Bats: Left • Throws: Right
5-9, 170lb (175cm, 77kg)
Born: October 12, 1882 in Culpeper, VA
Died: November 19, 1951 in Buffalo, NY
Buried: Holy Sepluchre Cemetery, Alsip, IL
Hall of Fame: Inducted as Player in 2006. (Voted by Negro League Committee)
View Pete Hill’s Page at the Baseball Hall of Fame (plaque, photos, videos).
Full Name: John Preston Hill
A five-tool player, Pete Hill was considered the greatest African-American outfielder before Oscar Charleston. Unfortunately he played most of his career in the pre-league era when games between top teams were limited so statistics are not as complete as for later players. He began his career with the local Pittsburgh Keystones in 1899, then joined the Cuban X-Giants in 1901. In 1903 Hill joined the Philadelphia Giants and began playing regularly in 1904 for the top team of the era in black baseball. In 1905 he hit .583 in the limited time against other top-flight black teams that year, the nhit .351 in a visit to Cuba. The next year he had the top average in the east at .452 and went 3 for 7 against the Philadelphia A’s, who used Rube Waddell, Eddie Plank, Andy Coakley and Jim Holmes in the series. Hill hit just .272 in Cuba that year.
In 1907 Pete followed teammate Rube Foster west to the Leland Giants. In Cuba that year he had the top batting average, .349. The next year he played for the Leland Giants and the Brooklyn Royal Giants. He was just 4 of 20 in a series against his old Philadelphia mates but was 3 for 8 against the Cincinnati Reds. Back with Leland full-time in 1909, he slipped to .253, was 2 for 16 against the Philadelphia Giants and 2 for 11 against the Chicago Cubs. He was 7 for 20 against a white All-Star team featuring Addie Joss, Three-Finger Brown, Howie Camnitz, Nap Rucker, George Mullin and Ed Willett on the mound.
In 1910 Hill hit .457 for the Leland Giants, the top mark among black players on western teams, but only batted .250 in a series in Cuba. He hit .303 against a white major-league pitchers (Plank, Mullin, Willett, Jack Coombs, Ed Summers and Chief Bender) and led the Cuban Winter League in the second half with a .365 average.
The Leland Giants were renamed the Chicago American Giants in 1911 and Hill hit .244. In the Cuban Winter League that season he hit .284. In 1912 Pete hit .406 for Chicago, third in the west. In 1913 his .382 average was second to Cristobal Torriente and his 5 doubles were one off the lead as he was the top offensive player on the top team in the west. Pete slipped all the way to .228 for Chicago in 1914 (bearing in mind that it was the Deadball Era and that Chicago played in a pitcher-friendly park – 6 of the 8 starters hit under .240); he tied for fourth in doubles (8) and was third in steals (8).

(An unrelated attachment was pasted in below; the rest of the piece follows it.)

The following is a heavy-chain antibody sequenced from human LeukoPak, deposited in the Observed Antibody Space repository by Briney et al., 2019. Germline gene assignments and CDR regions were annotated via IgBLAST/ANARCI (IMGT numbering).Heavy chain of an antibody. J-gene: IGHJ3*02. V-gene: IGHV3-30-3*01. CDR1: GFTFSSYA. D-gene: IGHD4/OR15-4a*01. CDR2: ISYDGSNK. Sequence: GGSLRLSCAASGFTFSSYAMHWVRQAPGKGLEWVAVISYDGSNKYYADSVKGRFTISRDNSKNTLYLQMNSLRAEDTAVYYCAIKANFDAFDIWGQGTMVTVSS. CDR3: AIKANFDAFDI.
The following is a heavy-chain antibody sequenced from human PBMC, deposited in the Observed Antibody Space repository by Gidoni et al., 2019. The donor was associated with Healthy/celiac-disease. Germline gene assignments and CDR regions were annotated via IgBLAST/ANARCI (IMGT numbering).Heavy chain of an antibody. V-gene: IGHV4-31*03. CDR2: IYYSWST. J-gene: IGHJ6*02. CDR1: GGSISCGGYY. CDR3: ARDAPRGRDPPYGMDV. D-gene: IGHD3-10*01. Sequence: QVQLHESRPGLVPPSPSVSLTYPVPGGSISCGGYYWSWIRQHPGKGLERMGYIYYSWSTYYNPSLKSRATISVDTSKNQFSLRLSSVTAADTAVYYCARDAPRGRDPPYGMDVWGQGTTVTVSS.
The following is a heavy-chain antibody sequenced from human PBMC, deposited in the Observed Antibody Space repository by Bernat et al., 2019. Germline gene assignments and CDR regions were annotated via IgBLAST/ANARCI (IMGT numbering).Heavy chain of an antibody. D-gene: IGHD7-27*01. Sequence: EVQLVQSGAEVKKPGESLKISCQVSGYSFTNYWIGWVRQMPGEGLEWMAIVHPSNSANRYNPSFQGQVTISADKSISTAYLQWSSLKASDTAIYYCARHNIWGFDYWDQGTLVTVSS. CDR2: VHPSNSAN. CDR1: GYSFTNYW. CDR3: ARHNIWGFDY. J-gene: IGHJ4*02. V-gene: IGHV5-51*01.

He hit .255 in 1915 and tied for third with another 8 doubles. At age 34, he still hit .373 in the Cuban Winter League. That year an umpire hit him on the nose with a gun during an argument. Hill hit .287 in 1916 and .218 in 1917, though his 9 doubles were second and his 5 steals tied for second in the midwest. He was 2 for 4 against Ferdie Schupp in an exhibition game. He fell to .167 in 1918 then moved to the Detroit Stars in 1919 as a player-manager. The 38-year-old hit .368 to lead the western teams in average once again, helping Detroit to the second-best record. Pete hit .280 in 1920 and tied for fourth in the new Negro National League with 5 home runs. In 1921 at age 40, Hill was 5th in the NNL in average (.357) as he again led his team by example and fit into the cleanup slot effectively.
Hill played in 1922 for Chappie Johnson’s independent Philadelphia Royal Stars, but returned to the NNL at Foster’s request, as player-manager of the Milwaukee Bears in 1923, hitting .296/.374/.346 as a part-timer. He then was a player-manager with the Baltimore Black Sox from 1924-1925 before retiring from baseball.
He later worked for Ford Motor Company in Detroit, and died in Buffalo, NY in 1951. A reader poll by the Pittsburgh Courier picked him in 1952 as the fourth-greatest outfielder in the history of the Negro Leagues, behind Charleston, Torriente and Monte Irvin (who beat Hill out by one vote for the first team). In 2006 he was posthumously elected into the Hall of Fame by the Special Committee on the Negro Leagues.
Researcher Phil Dixon wrote that “the aesthetics of Hill’s left-handed hitting and throwing made it appear as though he had copied them from a text book. Because he was virtually clandestine, pitchers seldom recognized him until it was too late. Hill, throughout the season of 1905, pounded baseballs with a consistency that literally made pitchers scratch their heads in amazement. He was nearly impossible to keep off base.”
Dixon, referring to Hill’s performance against all levels of competition in 1905, said that “Hill collected hits as if they came in bushels. His 1905 totals included three five-hit games, three games of four hits and an amazing twenty games in which he had three hits – a total of 87 hits in just 26 games. According to Sol White the Philadelphia Giants played 158 that season, putting Hill’s total hits well over 200. This however was only a fraction of his grand productivity for 1905 as he ranked among team leaders in stolen bases, doubles and home runs.”
Pete Hill died in Buffalo, New York on December 19, 1951. His body was shipped to Chicago, Illinois, and he was buried on December 28, 1951 in the Holy Sepulchre Cemetery in Alsip, Illinois. His unmarked grave was located by SABR member Jeremy Krock, and plans are being made to purchase a gravestone for Hill.
When Hill was formally inducted in 2006, biographical information on his plaque was incorrect. The plaque was recast and rededicated on October 12, 2010 (on the 128th anniversary of his birth) with his first name, birth date, birth place, and death date all corrected.